Scorpion Stings

ByRobert A. Barish, MD, MBA, University of Illinois at Chicago;
Thomas Arnold, MD, Department of Emergency Medicine, LSU Health Sciences Center Shreveport
Reviewed/Revised Jun 2022 | Modified Sep 2022

The stings of North American scorpions are rarely serious and usually result in pain, minimal swelling, tenderness, and warmth at the sting site. However, the bark scorpion (Centruroides exilicauda or C. sculpturatus), which is present in Arizona and New Mexico and on the California side of the Colorado River, has a much more toxic sting. The sting is painful, sometimes causing numbness or tingling in the area around the sting. Serious symptoms are more common in children and include

  • Abnormal head, eye, and neck movements

  • Increased saliva production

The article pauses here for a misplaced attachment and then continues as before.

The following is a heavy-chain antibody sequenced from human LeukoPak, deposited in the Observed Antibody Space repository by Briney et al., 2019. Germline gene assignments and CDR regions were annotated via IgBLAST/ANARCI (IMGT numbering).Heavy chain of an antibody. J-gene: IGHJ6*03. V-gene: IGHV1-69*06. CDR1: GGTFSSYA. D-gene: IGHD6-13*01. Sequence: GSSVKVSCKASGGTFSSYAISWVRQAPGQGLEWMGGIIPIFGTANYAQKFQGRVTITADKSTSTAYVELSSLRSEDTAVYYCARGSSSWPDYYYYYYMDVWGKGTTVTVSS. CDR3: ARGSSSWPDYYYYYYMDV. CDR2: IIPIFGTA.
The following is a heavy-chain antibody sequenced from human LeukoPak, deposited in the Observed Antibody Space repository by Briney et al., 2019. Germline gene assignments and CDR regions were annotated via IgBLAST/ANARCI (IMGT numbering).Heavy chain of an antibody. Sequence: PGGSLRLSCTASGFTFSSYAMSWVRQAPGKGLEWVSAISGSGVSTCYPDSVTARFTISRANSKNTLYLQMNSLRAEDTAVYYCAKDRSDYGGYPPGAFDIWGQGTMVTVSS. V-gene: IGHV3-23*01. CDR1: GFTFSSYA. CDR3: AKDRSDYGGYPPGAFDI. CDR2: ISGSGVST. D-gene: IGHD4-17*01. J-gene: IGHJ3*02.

• Sweating

  • Restlessness

Some people develop severe involuntary twitching and jerking of muscles and very high blood pressure. Breathing may become difficult.

(See also Introduction to Bites and Stings.)

Treatment of Scorpion Stings

  • Relief of pain

  • Sometimes relief of high blood pressure

  • Sometimes antivenom

The stings of most North American scorpions require no special treatment. Placing an ice cube wrapped in plastic and a thin cloth on the wound reduces pain. A cream or ointment containing an antihistamine, an anesthetic, a corticosteroid, or a combination of them is often useful.

CentruroidesCentruroides antivenom rapidly relieves symptoms, but it may cause a serious allergic reaction. The antivenom is available only in Arizona. It is given only if symptoms are severe.

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